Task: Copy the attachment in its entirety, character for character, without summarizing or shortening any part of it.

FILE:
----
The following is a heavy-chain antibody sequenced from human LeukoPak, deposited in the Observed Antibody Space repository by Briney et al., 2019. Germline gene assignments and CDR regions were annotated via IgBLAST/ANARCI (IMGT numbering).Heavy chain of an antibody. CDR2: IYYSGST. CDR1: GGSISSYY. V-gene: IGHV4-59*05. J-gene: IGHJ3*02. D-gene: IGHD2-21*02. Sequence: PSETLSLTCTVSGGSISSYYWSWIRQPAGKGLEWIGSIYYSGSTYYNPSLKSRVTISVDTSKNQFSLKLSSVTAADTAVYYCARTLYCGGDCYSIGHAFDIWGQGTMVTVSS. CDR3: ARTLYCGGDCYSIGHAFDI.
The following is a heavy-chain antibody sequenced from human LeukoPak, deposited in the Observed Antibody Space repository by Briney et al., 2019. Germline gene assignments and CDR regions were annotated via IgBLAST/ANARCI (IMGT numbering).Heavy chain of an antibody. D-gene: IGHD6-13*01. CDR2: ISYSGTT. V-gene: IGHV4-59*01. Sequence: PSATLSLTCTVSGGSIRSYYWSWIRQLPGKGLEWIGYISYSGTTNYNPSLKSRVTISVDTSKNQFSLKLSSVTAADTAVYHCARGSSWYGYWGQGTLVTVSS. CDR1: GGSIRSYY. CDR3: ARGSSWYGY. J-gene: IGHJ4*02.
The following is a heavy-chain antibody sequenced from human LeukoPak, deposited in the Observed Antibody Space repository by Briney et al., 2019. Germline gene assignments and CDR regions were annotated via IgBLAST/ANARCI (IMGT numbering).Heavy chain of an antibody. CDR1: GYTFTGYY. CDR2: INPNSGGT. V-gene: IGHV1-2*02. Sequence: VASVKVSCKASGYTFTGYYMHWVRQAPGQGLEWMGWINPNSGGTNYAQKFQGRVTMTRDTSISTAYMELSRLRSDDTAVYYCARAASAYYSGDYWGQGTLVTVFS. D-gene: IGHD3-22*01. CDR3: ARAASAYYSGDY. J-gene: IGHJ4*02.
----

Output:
The following is a heavy-chain antibody sequenced from human LeukoPak, deposited in the Observed Antibody Space repository by Briney et al., 2019. Germline gene assignments and CDR regions were annotated via IgBLAST/ANARCI (IMGT numbering).Heavy chain of an antibody. CDR2: IYYSGST. CDR1: GGSISSYY. V-gene: IGHV4-59*05. J-gene: IGHJ3*02. D-gene: IGHD2-21*02. Sequence: PSETLSLTCTVSGGSISSYYWSWIRQPAGKGLEWIGSIYYSGSTYYNPSLKSRVTISVDTSKNQFSLKLSSVTAADTAVYYCARTLYCGGDCYSIGHAFDIWGQGTMVTVSS. CDR3: ARTLYCGGDCYSIGHAFDI.
The following is a heavy-chain antibody sequenced from human LeukoPak, deposited in the Observed Antibody Space repository by Briney et al., 2019. Germline gene assignments and CDR regions were annotated via IgBLAST/ANARCI (IMGT numbering).Heavy chain of an antibody. D-gene: IGHD6-13*01. CDR2: ISYSGTT. V-gene: IGHV4-59*01. Sequence: PSATLSLTCTVSGGSIRSYYWSWIRQLPGKGLEWIGYISYSGTTNYNPSLKSRVTISVDTSKNQFSLKLSSVTAADTAVYHCARGSSWYGYWGQGTLVTVSS. CDR1: GGSIRSYY. CDR3: ARGSSWYGY. J-gene: IGHJ4*02.
The following is a heavy-chain antibody sequenced from human LeukoPak, deposited in the Observed Antibody Space repository by Briney et al., 2019. Germline gene assignments and CDR regions were annotated via IgBLAST/ANARCI (IMGT numbering).Heavy chain of an antibody. CDR1: GYTFTGYY. CDR2: INPNSGGT. V-gene: IGHV1-2*02. Sequence: VASVKVSCKASGYTFTGYYMHWVRQAPGQGLEWMGWINPNSGGTNYAQKFQGRVTMTRDTSISTAYMELSRLRSDDTAVYYCARAASAYYSGDYWGQGTLVTVFS. D-gene: IGHD3-22*01. CDR3: ARAASAYYSGDY. J-gene: IGHJ4*02.